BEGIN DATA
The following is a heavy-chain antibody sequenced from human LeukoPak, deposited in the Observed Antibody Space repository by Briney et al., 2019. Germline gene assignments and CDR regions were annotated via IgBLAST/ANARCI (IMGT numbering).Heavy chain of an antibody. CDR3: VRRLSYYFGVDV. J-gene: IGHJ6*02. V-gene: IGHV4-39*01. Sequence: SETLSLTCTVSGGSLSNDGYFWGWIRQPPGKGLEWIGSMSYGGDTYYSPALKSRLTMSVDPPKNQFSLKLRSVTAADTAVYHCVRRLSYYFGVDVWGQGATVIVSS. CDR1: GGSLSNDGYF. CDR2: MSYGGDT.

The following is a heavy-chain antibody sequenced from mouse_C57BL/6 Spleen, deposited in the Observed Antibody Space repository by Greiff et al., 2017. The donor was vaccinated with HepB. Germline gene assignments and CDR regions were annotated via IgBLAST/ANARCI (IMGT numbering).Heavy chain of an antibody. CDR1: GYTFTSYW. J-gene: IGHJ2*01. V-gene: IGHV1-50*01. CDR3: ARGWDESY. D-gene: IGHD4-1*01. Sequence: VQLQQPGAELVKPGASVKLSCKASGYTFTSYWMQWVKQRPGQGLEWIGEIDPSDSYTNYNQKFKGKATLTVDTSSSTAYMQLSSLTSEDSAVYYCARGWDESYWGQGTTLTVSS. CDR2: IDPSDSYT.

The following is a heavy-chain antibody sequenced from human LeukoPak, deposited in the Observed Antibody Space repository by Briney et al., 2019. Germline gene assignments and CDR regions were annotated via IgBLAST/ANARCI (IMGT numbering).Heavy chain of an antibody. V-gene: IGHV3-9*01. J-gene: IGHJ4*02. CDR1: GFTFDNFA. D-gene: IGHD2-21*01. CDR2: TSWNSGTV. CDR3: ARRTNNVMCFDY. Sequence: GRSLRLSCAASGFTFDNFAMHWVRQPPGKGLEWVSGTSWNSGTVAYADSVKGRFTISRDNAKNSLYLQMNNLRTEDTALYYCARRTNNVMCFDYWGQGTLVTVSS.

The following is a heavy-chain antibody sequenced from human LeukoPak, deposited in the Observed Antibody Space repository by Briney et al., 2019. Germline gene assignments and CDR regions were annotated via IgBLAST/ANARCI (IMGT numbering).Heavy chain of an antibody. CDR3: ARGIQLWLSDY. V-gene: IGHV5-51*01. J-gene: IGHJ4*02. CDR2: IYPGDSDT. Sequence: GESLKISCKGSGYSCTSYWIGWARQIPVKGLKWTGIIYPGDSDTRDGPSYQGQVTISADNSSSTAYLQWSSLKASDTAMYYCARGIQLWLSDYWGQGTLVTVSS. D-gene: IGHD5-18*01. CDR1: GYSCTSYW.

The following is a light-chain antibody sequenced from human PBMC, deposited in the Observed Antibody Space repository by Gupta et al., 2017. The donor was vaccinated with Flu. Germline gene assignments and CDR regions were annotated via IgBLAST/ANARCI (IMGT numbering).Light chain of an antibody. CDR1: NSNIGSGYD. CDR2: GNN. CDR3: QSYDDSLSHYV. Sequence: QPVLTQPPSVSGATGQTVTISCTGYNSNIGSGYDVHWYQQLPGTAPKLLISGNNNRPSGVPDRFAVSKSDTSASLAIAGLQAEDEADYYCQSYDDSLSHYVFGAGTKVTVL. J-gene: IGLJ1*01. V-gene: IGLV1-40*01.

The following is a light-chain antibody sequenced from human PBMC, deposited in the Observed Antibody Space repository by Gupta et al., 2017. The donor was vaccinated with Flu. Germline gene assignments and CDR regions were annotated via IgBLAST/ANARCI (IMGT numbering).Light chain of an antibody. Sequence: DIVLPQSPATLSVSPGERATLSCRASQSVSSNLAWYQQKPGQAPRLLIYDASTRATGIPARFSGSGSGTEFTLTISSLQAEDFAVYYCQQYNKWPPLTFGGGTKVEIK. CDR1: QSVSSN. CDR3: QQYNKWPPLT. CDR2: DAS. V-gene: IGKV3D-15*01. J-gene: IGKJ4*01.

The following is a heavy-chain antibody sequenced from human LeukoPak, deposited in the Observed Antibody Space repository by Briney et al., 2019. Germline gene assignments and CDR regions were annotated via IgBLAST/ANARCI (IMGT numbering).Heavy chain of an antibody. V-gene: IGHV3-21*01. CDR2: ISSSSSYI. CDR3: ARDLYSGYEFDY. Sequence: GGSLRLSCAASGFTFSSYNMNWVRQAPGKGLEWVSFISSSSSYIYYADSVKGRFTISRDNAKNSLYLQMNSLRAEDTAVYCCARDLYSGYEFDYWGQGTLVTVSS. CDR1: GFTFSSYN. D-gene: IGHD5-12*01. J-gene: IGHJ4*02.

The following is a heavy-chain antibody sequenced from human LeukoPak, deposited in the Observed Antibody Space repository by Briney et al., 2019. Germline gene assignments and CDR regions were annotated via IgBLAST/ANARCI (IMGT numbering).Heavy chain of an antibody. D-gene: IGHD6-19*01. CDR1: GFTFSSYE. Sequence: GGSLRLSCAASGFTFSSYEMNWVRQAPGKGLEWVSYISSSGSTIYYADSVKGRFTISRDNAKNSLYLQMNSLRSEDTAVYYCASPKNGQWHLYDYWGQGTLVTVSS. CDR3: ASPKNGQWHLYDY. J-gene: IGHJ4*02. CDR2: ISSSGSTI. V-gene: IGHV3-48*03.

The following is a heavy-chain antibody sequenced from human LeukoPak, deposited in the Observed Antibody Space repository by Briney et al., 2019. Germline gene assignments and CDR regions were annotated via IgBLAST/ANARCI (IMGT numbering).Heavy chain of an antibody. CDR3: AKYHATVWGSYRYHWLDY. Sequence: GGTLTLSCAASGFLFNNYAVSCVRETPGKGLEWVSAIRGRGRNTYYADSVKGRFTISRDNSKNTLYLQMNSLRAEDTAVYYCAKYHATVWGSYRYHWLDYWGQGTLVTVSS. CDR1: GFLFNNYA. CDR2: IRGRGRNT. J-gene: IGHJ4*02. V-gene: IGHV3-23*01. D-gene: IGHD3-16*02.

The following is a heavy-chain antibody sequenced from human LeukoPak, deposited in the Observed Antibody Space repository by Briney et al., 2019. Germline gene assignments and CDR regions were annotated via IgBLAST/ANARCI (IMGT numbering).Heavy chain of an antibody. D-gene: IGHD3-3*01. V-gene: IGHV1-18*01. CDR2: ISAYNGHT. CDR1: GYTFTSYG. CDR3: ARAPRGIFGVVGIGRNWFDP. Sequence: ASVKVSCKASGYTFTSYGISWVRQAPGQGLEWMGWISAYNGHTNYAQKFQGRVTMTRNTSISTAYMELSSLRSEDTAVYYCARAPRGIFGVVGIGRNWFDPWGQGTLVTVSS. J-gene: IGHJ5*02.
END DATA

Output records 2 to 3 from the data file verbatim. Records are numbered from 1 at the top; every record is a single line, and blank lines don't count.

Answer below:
The following is a heavy-chain antibody sequenced from mouse_C57BL/6 Spleen, deposited in the Observed Antibody Space repository by Greiff et al., 2017. The donor was vaccinated with HepB. Germline gene assignments and CDR regions were annotated via IgBLAST/ANARCI (IMGT numbering).Heavy chain of an antibody. CDR1: GYTFTSYW. J-gene: IGHJ2*01. V-gene: IGHV1-50*01. CDR3: ARGWDESY. D-gene: IGHD4-1*01. Sequence: VQLQQPGAELVKPGASVKLSCKASGYTFTSYWMQWVKQRPGQGLEWIGEIDPSDSYTNYNQKFKGKATLTVDTSSSTAYMQLSSLTSEDSAVYYCARGWDESYWGQGTTLTVSS. CDR2: IDPSDSYT.

The following is a heavy-chain antibody sequenced from human LeukoPak, deposited in the Observed Antibody Space repository by Briney et al., 2019. Germline gene assignments and CDR regions were annotated via IgBLAST/ANARCI (IMGT numbering).Heavy chain of an antibody. V-gene: IGHV3-9*01. J-gene: IGHJ4*02. CDR1: GFTFDNFA. D-gene: IGHD2-21*01. CDR2: TSWNSGTV. CDR3: ARRTNNVMCFDY. Sequence: GRSLRLSCAASGFTFDNFAMHWVRQPPGKGLEWVSGTSWNSGTVAYADSVKGRFTISRDNAKNSLYLQMNNLRTEDTALYYCARRTNNVMCFDYWGQGTLVTVSS.